The bigger problem to me though in the original film is the performance by Steve Railsback as Manson. Railsback plays Manson as almost completely bonkers – smiling, laughing, singing and looking goofy the whole time staring off into space (seriously, I don’t think I ever once saw him blink in the course of the movie). It’s hard to believe this Manson as the same man who was able to brainwash his followers into committing murder for him. There is one great moment that Railsback has in the film – when he takes the stand and delivers Manson’s infamous speech about how he didn’t make these kids killers – society did. Society threw them out with the trash, where Manson was just there to pick them up when they needed it. It is a haunting moment, and Railsback is up to the task. Another haunting moment is his final scene, with Manson in jail singing which sticks in my mind days later. No, I don’t think Railsback did a great job in playing the Manson we have come to know through Bugliosi’s book, and his infamous interviews with Charlie Rose, Tom Snyder and Geraldo Riveria – but then again, Railsback didn’t have the luxury of seeing those interviews before he delivered his performance (they were all done in the 1980s). I’m not saying that Railsback is bad in the movie – he certainly gives a memorable performance – just that it doesn’t quite relate to what we know about Manson.

However, despite the flaws in the film, there is a lot more than works as a whole than that doesn’t work. Nancy Wolfe gives a chilling performance as Susan Atkins, who matter of factly describes the crimes to the grand jury, all the while laughing and smirking and yawning. And George DiCenzo is excellent as Bugliosi (although I could have done without him addressing the camera directly at the beginning and end of the movie) as he shows Bugliosi’s commitment to bringing Manson and his followers to justice. Marilyn Burns is quite good as Linda Kasabian, the woman who was along on both nights of murder who testified against Manson at trial. The film also does an excellent job of showing the mounting evidence against Manson, and how the case was built piece by piece – making us accept the seemingly bizarre motive of Helter Skelter itself – that a war was coming between the blacks and whites, and the blacks would win, but once they did, they wouldn’t know what to do, so they’d turn to Manson and his family, the only white people left, and turn control over to them. Manson was just “showing blackie how it’s done”. Watching the film, I liked how it provided a good overview of the case, despite by disappointment that it wasn’t more detailed.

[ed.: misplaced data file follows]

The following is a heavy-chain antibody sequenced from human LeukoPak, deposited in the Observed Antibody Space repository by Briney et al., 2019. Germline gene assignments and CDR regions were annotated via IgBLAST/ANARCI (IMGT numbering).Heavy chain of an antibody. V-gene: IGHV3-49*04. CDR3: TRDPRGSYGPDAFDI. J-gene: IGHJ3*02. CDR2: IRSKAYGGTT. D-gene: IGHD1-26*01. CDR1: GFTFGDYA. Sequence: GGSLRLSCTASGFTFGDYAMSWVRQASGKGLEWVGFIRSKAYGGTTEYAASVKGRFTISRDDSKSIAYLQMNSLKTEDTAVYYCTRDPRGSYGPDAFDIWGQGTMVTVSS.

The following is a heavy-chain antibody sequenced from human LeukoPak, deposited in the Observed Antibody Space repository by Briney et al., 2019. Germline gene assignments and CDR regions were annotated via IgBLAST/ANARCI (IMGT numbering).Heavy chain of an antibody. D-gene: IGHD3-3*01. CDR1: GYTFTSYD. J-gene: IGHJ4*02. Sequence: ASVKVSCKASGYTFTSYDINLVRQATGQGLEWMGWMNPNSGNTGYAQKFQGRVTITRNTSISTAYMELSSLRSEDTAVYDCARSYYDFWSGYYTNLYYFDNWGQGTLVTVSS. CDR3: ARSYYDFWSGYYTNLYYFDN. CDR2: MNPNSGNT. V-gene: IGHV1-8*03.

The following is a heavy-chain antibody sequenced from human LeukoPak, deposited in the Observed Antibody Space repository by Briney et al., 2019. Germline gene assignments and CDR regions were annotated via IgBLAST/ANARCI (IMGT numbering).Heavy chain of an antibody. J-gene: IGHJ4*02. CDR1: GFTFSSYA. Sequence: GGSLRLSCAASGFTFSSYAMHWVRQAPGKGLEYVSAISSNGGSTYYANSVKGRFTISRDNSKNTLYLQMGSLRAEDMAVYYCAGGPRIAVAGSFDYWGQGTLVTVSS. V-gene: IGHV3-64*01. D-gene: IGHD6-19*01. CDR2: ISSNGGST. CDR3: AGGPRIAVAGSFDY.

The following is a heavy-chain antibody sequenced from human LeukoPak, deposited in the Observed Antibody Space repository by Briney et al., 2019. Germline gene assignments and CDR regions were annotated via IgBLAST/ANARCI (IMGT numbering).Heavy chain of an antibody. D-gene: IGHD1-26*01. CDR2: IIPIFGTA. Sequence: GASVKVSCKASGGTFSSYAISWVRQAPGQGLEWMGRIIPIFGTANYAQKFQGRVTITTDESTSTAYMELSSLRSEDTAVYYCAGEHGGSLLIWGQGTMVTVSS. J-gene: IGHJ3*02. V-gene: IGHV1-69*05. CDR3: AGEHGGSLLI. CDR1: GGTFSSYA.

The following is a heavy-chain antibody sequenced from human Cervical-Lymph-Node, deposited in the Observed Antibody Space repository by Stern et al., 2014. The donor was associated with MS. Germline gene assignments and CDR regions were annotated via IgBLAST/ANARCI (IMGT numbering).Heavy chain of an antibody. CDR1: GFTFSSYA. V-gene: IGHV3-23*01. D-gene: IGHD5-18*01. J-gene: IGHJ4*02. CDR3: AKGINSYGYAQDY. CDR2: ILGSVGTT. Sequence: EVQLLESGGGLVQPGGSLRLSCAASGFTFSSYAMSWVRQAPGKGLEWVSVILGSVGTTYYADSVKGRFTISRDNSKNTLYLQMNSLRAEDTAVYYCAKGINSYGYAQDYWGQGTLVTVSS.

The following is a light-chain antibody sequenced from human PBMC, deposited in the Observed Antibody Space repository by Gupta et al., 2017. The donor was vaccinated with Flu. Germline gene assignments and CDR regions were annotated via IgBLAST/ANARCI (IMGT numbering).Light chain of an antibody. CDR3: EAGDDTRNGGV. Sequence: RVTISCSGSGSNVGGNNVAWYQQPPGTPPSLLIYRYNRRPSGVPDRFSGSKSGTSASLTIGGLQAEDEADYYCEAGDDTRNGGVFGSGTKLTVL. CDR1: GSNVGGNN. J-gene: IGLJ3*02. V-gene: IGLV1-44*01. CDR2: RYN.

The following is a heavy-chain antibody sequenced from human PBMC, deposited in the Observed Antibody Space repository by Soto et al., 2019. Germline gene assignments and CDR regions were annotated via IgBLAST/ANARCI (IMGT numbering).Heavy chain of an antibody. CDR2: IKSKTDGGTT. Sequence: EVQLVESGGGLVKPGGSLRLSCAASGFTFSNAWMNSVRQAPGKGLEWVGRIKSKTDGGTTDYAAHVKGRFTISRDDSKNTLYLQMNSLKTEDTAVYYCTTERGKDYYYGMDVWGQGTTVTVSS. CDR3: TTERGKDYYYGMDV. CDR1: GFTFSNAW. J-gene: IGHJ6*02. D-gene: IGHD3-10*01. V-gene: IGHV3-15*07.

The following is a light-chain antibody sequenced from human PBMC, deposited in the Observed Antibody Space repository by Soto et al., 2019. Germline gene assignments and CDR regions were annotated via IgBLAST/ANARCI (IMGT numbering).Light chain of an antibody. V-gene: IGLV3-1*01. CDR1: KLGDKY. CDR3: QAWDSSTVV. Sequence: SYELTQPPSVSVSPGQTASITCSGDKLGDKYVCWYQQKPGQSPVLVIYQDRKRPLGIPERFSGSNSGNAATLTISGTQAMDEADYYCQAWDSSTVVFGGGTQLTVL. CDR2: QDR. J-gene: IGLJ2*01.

In 2004, John Gray wrote and directed another made for TV movie based on the book, but he took a distinctly different approach to the material – the trail is not dramatized at all in the film, but rather the film concentrates on life in the family itself, the murders and the arrest, and touches on how Bugliosi (this time played by Bruno Kirby) put the pieces of the puzzle together. But while Bugliosi was the main character in the previous film, he takes backseat in this movie – he doesn’t even show up until the last third of the movie. Until then, it is Manson’s show – and the performance by Jeremy Davies as Manson is one of the best in recent memory.

Unlike Railsback, Davies does not play Manson as outwardly insane and crazy. While I had trouble buying Railsback as the master manipulator Manson, I had no problem at all believing Davies. He is much quieter than Railsback was, inviting you in closer to hear what he says. In his hands, Manson is not an insane man, but a more evil one. You believe that this man could convince people to kill for him. There is something about Davies eyes that invite you in, and even though you see the evil in them, it never goes over the top. He is charming in a offbeat kind of way, able to control his followers with little more than a look and better grasps the circular logic than Manson used to get what he wanted. It is a performance that towers over the movie, and makes it much more disturbing than the original film. When he draws out his sword, in the films first scene, to slice Gary Hinnman’s ear off, you know you are entering Charlie’s world – and it isn’t a pretty place.